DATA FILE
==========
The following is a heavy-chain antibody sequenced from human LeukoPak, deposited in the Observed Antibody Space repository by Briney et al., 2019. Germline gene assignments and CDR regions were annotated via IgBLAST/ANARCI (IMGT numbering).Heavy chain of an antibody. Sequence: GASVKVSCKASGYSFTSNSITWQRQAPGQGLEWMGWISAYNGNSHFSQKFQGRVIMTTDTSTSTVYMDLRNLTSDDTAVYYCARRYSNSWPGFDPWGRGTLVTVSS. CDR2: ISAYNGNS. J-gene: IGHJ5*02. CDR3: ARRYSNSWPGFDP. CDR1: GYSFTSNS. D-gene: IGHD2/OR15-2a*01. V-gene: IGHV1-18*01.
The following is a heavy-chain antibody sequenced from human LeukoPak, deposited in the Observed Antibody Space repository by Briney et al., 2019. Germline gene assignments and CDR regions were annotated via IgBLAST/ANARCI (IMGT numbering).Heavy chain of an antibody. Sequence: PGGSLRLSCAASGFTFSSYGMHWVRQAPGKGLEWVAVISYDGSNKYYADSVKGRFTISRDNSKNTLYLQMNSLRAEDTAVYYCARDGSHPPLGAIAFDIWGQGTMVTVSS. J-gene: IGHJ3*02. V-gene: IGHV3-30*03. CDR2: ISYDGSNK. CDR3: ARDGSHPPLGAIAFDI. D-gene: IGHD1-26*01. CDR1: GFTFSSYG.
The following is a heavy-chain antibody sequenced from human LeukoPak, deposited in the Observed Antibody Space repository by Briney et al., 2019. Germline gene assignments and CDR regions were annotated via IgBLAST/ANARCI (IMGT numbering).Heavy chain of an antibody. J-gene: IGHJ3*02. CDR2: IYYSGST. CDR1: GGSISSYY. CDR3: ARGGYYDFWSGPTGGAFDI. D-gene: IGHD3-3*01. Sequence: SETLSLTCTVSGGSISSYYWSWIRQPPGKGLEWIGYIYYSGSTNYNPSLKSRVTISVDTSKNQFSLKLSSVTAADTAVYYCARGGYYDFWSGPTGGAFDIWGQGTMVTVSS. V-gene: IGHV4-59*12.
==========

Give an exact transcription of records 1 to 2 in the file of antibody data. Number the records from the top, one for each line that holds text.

The following is a heavy-chain antibody sequenced from human LeukoPak, deposited in the Observed Antibody Space repository by Briney et al., 2019. Germline gene assignments and CDR regions were annotated via IgBLAST/ANARCI (IMGT numbering).Heavy chain of an antibody. Sequence: GASVKVSCKASGYSFTSNSITWQRQAPGQGLEWMGWISAYNGNSHFSQKFQGRVIMTTDTSTSTVYMDLRNLTSDDTAVYYCARRYSNSWPGFDPWGRGTLVTVSS. CDR2: ISAYNGNS. J-gene: IGHJ5*02. CDR3: ARRYSNSWPGFDP. CDR1: GYSFTSNS. D-gene: IGHD2/OR15-2a*01. V-gene: IGHV1-18*01.
The following is a heavy-chain antibody sequenced from human LeukoPak, deposited in the Observed Antibody Space repository by Briney et al., 2019. Germline gene assignments and CDR regions were annotated via IgBLAST/ANARCI (IMGT numbering).Heavy chain of an antibody. Sequence: PGGSLRLSCAASGFTFSSYGMHWVRQAPGKGLEWVAVISYDGSNKYYADSVKGRFTISRDNSKNTLYLQMNSLRAEDTAVYYCARDGSHPPLGAIAFDIWGQGTMVTVSS. J-gene: IGHJ3*02. V-gene: IGHV3-30*03. CDR2: ISYDGSNK. CDR3: ARDGSHPPLGAIAFDI. D-gene: IGHD1-26*01. CDR1: GFTFSSYG.